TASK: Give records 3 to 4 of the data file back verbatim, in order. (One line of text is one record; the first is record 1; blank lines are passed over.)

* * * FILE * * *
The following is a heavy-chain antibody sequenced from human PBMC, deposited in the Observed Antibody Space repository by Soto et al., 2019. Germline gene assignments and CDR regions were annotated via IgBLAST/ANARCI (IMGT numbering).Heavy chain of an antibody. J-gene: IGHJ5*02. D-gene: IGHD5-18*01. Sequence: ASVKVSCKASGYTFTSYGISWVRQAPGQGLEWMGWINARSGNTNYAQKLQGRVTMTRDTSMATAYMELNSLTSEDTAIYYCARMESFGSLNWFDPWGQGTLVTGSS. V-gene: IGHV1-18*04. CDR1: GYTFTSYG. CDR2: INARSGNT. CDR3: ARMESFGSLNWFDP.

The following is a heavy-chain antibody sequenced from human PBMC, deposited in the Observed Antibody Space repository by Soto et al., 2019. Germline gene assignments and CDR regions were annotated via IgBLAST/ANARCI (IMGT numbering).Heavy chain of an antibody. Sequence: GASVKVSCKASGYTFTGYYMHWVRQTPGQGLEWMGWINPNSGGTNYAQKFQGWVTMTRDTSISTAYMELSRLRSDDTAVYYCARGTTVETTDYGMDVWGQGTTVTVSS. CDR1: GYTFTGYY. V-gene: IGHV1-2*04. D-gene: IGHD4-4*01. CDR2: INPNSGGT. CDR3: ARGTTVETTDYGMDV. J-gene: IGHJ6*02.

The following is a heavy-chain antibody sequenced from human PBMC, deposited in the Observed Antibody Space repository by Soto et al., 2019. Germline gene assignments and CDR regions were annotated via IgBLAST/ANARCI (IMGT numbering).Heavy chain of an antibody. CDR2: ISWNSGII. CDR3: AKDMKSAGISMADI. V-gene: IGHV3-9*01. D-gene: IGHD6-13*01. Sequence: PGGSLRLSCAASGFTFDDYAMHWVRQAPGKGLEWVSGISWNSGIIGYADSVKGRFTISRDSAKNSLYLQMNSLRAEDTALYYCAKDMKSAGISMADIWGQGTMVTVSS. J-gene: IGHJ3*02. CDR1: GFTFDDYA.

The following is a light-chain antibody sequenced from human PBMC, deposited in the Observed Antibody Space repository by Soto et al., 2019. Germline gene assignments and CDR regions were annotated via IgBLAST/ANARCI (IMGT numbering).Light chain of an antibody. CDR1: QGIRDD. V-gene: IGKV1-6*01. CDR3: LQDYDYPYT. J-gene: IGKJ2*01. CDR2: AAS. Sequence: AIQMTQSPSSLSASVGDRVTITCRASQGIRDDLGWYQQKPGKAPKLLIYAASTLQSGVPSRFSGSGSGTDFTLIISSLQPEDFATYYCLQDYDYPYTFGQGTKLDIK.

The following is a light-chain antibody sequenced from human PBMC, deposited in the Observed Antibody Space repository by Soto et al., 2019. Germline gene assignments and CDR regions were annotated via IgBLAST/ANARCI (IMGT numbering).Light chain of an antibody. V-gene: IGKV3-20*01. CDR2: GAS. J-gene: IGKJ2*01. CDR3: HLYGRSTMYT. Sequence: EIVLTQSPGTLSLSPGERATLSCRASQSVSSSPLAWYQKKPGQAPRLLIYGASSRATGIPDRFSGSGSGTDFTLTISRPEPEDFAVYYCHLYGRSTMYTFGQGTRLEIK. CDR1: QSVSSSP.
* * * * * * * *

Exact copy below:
The following is a heavy-chain antibody sequenced from human PBMC, deposited in the Observed Antibody Space repository by Soto et al., 2019. Germline gene assignments and CDR regions were annotated via IgBLAST/ANARCI (IMGT numbering).Heavy chain of an antibody. CDR2: ISWNSGII. CDR3: AKDMKSAGISMADI. V-gene: IGHV3-9*01. D-gene: IGHD6-13*01. Sequence: PGGSLRLSCAASGFTFDDYAMHWVRQAPGKGLEWVSGISWNSGIIGYADSVKGRFTISRDSAKNSLYLQMNSLRAEDTALYYCAKDMKSAGISMADIWGQGTMVTVSS. J-gene: IGHJ3*02. CDR1: GFTFDDYA.

The following is a light-chain antibody sequenced from human PBMC, deposited in the Observed Antibody Space repository by Soto et al., 2019. Germline gene assignments and CDR regions were annotated via IgBLAST/ANARCI (IMGT numbering).Light chain of an antibody. CDR1: QGIRDD. V-gene: IGKV1-6*01. CDR3: LQDYDYPYT. J-gene: IGKJ2*01. CDR2: AAS. Sequence: AIQMTQSPSSLSASVGDRVTITCRASQGIRDDLGWYQQKPGKAPKLLIYAASTLQSGVPSRFSGSGSGTDFTLIISSLQPEDFATYYCLQDYDYPYTFGQGTKLDIK.